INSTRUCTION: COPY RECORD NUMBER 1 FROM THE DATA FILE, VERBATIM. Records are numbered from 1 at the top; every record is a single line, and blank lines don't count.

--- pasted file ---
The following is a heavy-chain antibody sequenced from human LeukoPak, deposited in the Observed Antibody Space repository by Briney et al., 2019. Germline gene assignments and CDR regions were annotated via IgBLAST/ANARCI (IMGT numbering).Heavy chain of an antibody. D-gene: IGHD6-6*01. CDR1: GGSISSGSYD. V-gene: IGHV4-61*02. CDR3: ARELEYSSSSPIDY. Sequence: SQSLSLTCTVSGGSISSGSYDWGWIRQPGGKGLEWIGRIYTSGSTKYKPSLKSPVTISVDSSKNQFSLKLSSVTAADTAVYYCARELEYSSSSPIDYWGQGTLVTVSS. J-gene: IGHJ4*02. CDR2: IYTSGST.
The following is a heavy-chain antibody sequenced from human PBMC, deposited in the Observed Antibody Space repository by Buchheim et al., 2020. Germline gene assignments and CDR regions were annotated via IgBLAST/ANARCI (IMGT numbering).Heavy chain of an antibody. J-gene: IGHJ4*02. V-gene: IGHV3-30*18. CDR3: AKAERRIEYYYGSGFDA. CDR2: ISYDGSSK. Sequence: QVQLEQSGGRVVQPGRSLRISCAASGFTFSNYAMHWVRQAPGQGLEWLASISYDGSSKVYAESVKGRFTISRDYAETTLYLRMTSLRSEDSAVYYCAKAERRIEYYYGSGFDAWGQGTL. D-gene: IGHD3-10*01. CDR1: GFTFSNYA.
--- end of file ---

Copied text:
The following is a heavy-chain antibody sequenced from human LeukoPak, deposited in the Observed Antibody Space repository by Briney et al., 2019. Germline gene assignments and CDR regions were annotated via IgBLAST/ANARCI (IMGT numbering).Heavy chain of an antibody. D-gene: IGHD6-6*01. CDR1: GGSISSGSYD. V-gene: IGHV4-61*02. CDR3: ARELEYSSSSPIDY. Sequence: SQSLSLTCTVSGGSISSGSYDWGWIRQPGGKGLEWIGRIYTSGSTKYKPSLKSPVTISVDSSKNQFSLKLSSVTAADTAVYYCARELEYSSSSPIDYWGQGTLVTVSS. J-gene: IGHJ4*02. CDR2: IYTSGST.